Sopa de Frijoles Mini-Unit
Linda Barca, Teacher
Northampton Public Schools, Western Massachusetts
Mini-Unit plan created: July 16, 2015
This poetry mini-unit is designed for a small group of 4th grade students. Some of the students are English language learners whose first language is Spanish. The text selected is a book about cooking. Most children are interested in food and enjoy helping their parents in the kitchen. Some of my students tell me about their responsibilities at home including those who have cooking responsibilities even when they are young. They are often very proud of their cooking responsibilities. In this unit, students might enjoy learning new concepts and strategies through the exploration of their family cooking traditions. Students might also connect with the main character because he plays video games at the beginning of the story and many children do the same.
Using visual thinking strategies to analyze artwork and provide evidence will help students to use higher levels of thinking through more complex language. The Whole Book Approach, exploring feelings, and multiple possibilities, will foster a high level of listening and thinking. Students will connect with their families and culture by asking their family about their culinary traditions, using their native language and collaborating in the literacy learning process.
- Analyze information and present it with evidence
- Understand and produce, with guidance, figurative language
- Reinforce the connections with families and their culture and link these connections with their school learning
Learning Experience 1: Acquiring new vocabulary, using visual thinking strategies, using complex speech by interpreting artwork and giving evidence to support thinking
After giving a quick explanation, synonym or image of the word we want students to learn, have students use their faces and bodies to represent the word. On a different day a student can use his/her face and body to represent a word and students can try to guess the word. (A bank of words might be needed at first.) Students will hear, say and read these words several times since they are used in the story and they will hear and say them as they play the dramatic games. Example of words language learners at levels 3 & 4 might need to learn: fragrant, nestle, pebbles, foam, and dawn.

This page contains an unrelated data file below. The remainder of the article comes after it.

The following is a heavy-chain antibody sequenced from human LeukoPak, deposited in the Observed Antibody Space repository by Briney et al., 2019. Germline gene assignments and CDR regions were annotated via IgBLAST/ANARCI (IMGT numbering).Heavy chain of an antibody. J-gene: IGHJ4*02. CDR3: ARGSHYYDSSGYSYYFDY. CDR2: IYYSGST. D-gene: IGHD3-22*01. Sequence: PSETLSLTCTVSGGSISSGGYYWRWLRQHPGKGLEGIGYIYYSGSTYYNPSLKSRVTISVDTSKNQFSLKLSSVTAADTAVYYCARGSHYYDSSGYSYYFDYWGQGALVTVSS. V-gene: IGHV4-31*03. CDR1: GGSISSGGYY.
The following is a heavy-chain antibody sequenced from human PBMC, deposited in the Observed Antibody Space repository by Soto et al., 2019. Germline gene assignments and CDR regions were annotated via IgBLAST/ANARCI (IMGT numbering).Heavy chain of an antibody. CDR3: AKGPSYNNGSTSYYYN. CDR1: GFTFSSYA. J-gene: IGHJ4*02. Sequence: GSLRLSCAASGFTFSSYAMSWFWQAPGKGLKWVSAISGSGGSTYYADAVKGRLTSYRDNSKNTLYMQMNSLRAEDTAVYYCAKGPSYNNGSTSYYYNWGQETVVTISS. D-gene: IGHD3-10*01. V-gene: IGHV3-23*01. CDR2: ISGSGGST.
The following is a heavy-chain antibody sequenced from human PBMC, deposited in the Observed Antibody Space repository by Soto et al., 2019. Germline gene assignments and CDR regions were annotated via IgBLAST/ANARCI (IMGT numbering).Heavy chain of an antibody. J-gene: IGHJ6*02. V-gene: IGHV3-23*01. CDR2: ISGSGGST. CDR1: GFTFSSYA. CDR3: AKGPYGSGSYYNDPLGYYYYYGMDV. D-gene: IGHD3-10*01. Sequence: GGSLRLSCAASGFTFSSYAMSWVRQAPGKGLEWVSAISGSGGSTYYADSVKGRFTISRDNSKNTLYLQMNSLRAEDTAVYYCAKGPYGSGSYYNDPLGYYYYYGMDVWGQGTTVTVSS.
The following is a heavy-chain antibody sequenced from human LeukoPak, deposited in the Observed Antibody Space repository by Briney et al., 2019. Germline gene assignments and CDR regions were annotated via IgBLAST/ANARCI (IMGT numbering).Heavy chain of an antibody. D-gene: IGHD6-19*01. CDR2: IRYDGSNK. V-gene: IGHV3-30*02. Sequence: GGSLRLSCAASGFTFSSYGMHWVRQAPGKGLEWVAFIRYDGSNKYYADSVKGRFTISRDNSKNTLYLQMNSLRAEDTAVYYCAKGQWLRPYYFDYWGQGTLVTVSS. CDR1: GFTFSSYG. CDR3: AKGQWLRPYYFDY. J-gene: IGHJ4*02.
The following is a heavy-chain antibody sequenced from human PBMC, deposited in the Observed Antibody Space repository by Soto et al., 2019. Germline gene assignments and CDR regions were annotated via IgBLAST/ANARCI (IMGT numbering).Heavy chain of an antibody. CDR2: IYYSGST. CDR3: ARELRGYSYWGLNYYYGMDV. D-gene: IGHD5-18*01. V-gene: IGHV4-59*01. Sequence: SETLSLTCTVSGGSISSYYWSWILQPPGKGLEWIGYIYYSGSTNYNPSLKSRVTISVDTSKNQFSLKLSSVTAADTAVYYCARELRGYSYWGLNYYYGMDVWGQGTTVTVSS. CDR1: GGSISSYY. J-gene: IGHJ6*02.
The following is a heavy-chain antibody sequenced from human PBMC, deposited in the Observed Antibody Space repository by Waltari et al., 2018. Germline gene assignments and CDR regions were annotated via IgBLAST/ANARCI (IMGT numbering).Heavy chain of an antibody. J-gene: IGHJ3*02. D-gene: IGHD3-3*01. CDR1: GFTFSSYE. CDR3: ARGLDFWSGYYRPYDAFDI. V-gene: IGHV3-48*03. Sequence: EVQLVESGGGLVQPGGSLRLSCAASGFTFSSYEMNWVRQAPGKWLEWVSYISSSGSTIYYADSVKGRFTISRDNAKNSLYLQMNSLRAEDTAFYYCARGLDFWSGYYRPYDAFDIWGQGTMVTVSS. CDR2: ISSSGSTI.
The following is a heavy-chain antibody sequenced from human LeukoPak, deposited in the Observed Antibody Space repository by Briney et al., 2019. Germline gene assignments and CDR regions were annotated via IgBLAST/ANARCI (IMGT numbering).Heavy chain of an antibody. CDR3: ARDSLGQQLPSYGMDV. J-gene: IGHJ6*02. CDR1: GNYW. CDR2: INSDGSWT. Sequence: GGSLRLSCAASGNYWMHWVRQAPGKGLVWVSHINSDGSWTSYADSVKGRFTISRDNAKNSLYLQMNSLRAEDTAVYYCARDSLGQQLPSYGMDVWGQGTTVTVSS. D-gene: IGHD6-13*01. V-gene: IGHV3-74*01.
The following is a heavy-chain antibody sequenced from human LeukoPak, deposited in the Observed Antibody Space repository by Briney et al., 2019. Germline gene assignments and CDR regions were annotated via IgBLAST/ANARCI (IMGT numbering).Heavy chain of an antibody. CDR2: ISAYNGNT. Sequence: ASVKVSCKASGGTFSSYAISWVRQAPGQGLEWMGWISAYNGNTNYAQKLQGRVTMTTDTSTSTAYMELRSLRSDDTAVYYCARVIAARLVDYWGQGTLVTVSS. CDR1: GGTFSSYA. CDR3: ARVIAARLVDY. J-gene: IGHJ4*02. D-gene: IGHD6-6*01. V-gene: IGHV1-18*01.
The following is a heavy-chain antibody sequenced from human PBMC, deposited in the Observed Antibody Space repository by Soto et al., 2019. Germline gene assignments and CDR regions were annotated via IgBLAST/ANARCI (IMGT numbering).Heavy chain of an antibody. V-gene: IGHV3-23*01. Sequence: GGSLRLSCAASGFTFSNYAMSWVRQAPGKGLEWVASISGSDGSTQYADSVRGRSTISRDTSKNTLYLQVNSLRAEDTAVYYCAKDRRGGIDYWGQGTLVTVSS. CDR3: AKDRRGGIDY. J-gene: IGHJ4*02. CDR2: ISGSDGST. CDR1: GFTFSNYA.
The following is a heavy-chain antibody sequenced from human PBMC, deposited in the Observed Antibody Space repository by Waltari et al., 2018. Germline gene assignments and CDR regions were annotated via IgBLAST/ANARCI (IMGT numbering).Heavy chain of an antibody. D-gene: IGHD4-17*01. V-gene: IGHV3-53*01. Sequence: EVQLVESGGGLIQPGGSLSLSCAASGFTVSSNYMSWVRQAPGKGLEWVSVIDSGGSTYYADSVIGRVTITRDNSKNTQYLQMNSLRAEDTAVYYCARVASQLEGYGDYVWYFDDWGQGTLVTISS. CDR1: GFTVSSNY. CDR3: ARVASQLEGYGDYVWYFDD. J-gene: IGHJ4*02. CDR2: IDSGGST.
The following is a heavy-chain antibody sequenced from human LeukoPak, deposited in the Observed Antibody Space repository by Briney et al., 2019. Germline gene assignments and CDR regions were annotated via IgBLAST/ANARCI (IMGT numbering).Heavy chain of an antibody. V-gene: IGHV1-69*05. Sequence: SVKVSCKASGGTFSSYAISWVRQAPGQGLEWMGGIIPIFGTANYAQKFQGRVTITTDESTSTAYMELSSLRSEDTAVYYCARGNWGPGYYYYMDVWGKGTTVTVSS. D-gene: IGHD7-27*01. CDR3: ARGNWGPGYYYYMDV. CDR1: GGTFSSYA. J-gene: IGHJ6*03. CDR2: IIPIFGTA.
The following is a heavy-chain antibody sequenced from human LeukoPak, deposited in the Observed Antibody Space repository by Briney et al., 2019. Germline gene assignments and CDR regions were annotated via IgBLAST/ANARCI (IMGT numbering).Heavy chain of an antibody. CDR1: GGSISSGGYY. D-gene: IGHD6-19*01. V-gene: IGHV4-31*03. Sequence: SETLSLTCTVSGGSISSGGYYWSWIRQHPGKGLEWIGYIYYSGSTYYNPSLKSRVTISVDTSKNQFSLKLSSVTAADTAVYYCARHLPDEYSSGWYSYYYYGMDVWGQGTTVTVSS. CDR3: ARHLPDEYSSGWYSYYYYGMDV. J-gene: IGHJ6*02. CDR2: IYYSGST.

Using the Whole Book Approach, present the book. Have the students make predictions about the book based on front cover, back cover, front matter, and title page.
Do a whole group activity using visual thinking strategy (VTS) with teacher facilitation. Students will state what is going on in pages 2, 4, and last. (Do one page at a time. Pages are not numbered; I numbered them to make it easier to follow the plan.) Ask the students to back up their ideas with evidence. Students listen to each interpretation, and the teacher makes sure that all possible interpretations are fine. These pages deal with different feelings with which students can connect. The last page is ambiguous so many different interpretations are possible. If students need scaffolding in using precise language, a bank of words can be provided.
Learning Experience 1 Reference:
Visual Understanding in Education Staff. (n.d.). Introduction to Visual Thinking Strategies. Retrieved from http://www.vtshome.org/research/articles-other-readings
Learning Experience 2: Understanding figurative language
Bring a cooking pot and a picture of the moon. Have students look at them and say what is the same and what is different about them.
Read the book. The book can be read by the teacher or chorally if multiple copies of the book are available.
After reading the book, return to page 8. The author talks about a little salt volcano nestled in the bowl of a spoon. Have students look at the illustration and find the image that shows the little salt volcano. This will show how authors use images to make their writing fun and interesting.
Have students work in pairs and assign each pair one or two pages in which figurative language is used. In third grade students don’t need to learn the word metaphor so we can ask them to find two things that are compared or words that bring images to our mind. Have students highlight the text that contains figurative language.
Have students share their findings.
Choose one of the images (metaphors, comparisons, personifications) the author uses and make a drawing. Example: for the sentence “first you have to remove the onion’s coat” a funny drawing of an onion wearing a coat can be made. Students will explain to each other the meaning of the images.
Learning Experience 3: Family connection
The teacher should contact families telling them about the upcoming project. Students will talk to their parents about one of the foods that they typically eat and enjoy. They will ask about how it is made and together will come up with a recipe. They can write it in their native language or in English
Summative Learning Experience: A published book of family recipes
Students will bring to school the recipes they have gathered from home. The teacher will have them translated to English, if needed.
Students will emulate the story by creating a shorter poem with their own recipe. Their poems will include at least one example of figurative language. If it is hard to come up with images individually, we will brain storm as a group to come up with ideas of unlike things that can be compared because they have something in common and students can choose the ones that fit the description of their ingredients and of what they need to do with them.
We will publish a book of poetic recipes and make copies for each family.